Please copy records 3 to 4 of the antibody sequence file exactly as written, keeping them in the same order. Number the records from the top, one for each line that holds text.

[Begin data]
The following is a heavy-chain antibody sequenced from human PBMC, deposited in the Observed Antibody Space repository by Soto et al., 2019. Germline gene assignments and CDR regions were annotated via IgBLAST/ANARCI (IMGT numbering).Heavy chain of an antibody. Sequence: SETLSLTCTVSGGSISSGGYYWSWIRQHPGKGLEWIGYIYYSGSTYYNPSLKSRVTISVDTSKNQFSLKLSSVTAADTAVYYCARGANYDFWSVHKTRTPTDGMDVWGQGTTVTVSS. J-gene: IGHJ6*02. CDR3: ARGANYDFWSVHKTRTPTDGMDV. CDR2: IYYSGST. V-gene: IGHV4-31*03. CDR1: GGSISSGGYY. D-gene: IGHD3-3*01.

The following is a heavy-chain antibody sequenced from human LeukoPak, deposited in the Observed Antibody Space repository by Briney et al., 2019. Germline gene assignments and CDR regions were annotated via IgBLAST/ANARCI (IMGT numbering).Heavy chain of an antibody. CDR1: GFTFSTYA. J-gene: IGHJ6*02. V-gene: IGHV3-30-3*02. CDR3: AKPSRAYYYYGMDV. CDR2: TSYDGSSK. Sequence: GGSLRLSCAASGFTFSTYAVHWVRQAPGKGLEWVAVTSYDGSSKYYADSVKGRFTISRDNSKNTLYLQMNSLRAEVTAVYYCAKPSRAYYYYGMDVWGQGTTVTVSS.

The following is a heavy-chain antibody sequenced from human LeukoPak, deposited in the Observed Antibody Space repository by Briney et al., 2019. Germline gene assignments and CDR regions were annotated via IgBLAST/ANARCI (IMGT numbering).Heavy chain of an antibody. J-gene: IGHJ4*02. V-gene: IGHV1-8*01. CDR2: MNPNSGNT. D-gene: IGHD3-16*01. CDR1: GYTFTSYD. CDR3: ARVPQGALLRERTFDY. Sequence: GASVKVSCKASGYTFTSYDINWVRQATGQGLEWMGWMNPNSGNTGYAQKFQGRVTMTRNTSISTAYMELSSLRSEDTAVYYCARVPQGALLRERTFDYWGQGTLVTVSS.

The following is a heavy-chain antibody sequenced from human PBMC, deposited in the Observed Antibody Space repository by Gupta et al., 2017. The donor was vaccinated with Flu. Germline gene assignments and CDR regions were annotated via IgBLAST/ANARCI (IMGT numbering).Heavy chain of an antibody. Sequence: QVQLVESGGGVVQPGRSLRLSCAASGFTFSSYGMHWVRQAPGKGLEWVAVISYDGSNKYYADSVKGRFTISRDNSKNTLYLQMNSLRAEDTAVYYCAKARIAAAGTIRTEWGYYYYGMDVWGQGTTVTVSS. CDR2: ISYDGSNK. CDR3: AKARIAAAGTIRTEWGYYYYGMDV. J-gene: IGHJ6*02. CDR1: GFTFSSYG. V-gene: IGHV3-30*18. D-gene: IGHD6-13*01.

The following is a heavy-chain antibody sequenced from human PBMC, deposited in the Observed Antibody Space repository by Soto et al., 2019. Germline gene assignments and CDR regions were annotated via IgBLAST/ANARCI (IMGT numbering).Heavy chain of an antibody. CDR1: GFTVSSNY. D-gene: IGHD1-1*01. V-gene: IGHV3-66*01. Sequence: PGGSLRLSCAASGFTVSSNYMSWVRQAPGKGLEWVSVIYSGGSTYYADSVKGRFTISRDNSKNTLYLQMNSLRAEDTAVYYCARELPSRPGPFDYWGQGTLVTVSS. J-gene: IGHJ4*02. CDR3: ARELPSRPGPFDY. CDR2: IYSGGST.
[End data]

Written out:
The following is a heavy-chain antibody sequenced from human LeukoPak, deposited in the Observed Antibody Space repository by Briney et al., 2019. Germline gene assignments and CDR regions were annotated via IgBLAST/ANARCI (IMGT numbering).Heavy chain of an antibody. J-gene: IGHJ4*02. V-gene: IGHV1-8*01. CDR2: MNPNSGNT. D-gene: IGHD3-16*01. CDR1: GYTFTSYD. CDR3: ARVPQGALLRERTFDY. Sequence: GASVKVSCKASGYTFTSYDINWVRQATGQGLEWMGWMNPNSGNTGYAQKFQGRVTMTRNTSISTAYMELSSLRSEDTAVYYCARVPQGALLRERTFDYWGQGTLVTVSS.

The following is a heavy-chain antibody sequenced from human PBMC, deposited in the Observed Antibody Space repository by Gupta et al., 2017. The donor was vaccinated with Flu. Germline gene assignments and CDR regions were annotated via IgBLAST/ANARCI (IMGT numbering).Heavy chain of an antibody. Sequence: QVQLVESGGGVVQPGRSLRLSCAASGFTFSSYGMHWVRQAPGKGLEWVAVISYDGSNKYYADSVKGRFTISRDNSKNTLYLQMNSLRAEDTAVYYCAKARIAAAGTIRTEWGYYYYGMDVWGQGTTVTVSS. CDR2: ISYDGSNK. CDR3: AKARIAAAGTIRTEWGYYYYGMDV. J-gene: IGHJ6*02. CDR1: GFTFSSYG. V-gene: IGHV3-30*18. D-gene: IGHD6-13*01.